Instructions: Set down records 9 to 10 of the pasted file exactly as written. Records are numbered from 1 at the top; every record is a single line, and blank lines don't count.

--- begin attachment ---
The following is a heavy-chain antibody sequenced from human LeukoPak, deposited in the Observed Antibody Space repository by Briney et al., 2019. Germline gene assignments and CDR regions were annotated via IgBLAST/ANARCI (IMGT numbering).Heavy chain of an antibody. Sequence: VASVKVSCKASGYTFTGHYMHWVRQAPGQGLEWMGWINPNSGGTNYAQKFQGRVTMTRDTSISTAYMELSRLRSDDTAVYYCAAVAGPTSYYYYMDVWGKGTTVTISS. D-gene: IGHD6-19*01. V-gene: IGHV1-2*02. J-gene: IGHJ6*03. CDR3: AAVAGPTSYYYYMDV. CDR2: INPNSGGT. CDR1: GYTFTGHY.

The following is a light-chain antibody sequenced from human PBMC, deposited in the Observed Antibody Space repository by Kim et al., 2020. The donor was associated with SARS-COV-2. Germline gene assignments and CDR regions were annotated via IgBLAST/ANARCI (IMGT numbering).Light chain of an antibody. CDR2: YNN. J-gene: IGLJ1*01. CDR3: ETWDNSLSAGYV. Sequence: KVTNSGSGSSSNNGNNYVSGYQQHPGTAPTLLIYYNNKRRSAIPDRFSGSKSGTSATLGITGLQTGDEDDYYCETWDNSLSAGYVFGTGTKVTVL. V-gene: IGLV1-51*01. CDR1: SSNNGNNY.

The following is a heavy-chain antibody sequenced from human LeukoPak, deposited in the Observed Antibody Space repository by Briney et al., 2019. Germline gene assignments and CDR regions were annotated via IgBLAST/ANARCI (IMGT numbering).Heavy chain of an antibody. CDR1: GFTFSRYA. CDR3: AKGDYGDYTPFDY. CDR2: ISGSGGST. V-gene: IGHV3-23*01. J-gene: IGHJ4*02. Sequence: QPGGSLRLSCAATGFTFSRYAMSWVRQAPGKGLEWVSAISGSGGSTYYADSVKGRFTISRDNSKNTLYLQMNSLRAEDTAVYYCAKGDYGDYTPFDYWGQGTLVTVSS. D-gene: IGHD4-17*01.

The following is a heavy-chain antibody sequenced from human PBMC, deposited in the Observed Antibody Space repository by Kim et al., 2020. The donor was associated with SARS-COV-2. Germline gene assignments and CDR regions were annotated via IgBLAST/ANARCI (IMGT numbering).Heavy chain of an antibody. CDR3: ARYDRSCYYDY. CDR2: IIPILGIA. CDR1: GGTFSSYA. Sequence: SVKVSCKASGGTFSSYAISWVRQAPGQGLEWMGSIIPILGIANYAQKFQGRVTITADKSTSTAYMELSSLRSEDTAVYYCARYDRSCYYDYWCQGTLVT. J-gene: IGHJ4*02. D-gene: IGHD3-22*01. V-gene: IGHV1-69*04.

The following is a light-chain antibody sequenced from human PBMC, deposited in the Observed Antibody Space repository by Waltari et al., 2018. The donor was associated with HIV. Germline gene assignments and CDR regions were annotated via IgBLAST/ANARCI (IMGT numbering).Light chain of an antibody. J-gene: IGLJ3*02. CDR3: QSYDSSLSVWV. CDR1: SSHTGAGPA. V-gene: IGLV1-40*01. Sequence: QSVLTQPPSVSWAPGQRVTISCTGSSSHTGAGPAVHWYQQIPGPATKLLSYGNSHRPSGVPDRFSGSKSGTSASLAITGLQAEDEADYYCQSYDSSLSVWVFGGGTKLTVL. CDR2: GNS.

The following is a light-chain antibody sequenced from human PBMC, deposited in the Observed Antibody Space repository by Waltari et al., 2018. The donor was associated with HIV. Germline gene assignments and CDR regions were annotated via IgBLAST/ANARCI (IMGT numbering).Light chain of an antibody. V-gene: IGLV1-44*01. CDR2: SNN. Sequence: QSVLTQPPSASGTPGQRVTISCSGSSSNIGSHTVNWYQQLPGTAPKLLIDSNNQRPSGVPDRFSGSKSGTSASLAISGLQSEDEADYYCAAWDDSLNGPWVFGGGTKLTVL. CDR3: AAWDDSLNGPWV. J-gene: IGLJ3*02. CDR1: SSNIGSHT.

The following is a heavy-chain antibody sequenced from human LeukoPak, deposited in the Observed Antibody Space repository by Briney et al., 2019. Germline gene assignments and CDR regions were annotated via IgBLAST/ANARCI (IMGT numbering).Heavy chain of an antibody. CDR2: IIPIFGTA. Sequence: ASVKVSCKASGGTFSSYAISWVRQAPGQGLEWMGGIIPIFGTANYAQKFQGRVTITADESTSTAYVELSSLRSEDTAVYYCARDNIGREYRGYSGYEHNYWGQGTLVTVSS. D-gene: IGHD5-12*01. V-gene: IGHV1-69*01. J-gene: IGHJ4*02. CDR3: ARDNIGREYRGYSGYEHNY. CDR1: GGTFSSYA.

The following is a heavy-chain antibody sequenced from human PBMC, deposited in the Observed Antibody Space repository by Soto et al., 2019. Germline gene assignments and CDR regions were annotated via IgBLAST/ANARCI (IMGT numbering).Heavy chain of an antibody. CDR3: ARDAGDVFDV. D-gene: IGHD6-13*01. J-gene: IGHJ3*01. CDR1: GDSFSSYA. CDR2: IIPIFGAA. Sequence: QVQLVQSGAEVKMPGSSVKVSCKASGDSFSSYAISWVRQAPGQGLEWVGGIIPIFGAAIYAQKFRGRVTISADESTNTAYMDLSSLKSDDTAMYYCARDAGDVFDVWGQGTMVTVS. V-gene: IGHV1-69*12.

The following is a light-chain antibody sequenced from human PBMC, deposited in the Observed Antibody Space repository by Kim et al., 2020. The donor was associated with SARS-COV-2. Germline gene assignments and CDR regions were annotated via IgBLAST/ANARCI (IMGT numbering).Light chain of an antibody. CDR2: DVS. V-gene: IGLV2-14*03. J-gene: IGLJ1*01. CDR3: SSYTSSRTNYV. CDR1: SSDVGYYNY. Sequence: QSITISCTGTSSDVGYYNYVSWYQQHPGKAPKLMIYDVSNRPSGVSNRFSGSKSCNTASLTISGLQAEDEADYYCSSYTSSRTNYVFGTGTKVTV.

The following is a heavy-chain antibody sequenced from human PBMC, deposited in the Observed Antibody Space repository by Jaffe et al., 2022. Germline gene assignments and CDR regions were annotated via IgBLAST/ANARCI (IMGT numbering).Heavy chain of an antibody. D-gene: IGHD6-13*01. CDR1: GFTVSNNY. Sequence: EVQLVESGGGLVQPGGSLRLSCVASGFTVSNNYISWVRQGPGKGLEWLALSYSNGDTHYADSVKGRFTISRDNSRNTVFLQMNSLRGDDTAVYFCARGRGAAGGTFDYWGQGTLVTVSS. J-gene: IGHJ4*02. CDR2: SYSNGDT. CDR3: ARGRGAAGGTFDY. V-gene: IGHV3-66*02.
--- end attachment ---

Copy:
The following is a light-chain antibody sequenced from human PBMC, deposited in the Observed Antibody Space repository by Kim et al., 2020. The donor was associated with SARS-COV-2. Germline gene assignments and CDR regions were annotated via IgBLAST/ANARCI (IMGT numbering).Light chain of an antibody. CDR2: DVS. V-gene: IGLV2-14*03. J-gene: IGLJ1*01. CDR3: SSYTSSRTNYV. CDR1: SSDVGYYNY. Sequence: QSITISCTGTSSDVGYYNYVSWYQQHPGKAPKLMIYDVSNRPSGVSNRFSGSKSCNTASLTISGLQAEDEADYYCSSYTSSRTNYVFGTGTKVTV.

The following is a heavy-chain antibody sequenced from human PBMC, deposited in the Observed Antibody Space repository by Jaffe et al., 2022. Germline gene assignments and CDR regions were annotated via IgBLAST/ANARCI (IMGT numbering).Heavy chain of an antibody. D-gene: IGHD6-13*01. CDR1: GFTVSNNY. Sequence: EVQLVESGGGLVQPGGSLRLSCVASGFTVSNNYISWVRQGPGKGLEWLALSYSNGDTHYADSVKGRFTISRDNSRNTVFLQMNSLRGDDTAVYFCARGRGAAGGTFDYWGQGTLVTVSS. J-gene: IGHJ4*02. CDR2: SYSNGDT. CDR3: ARGRGAAGGTFDY. V-gene: IGHV3-66*02.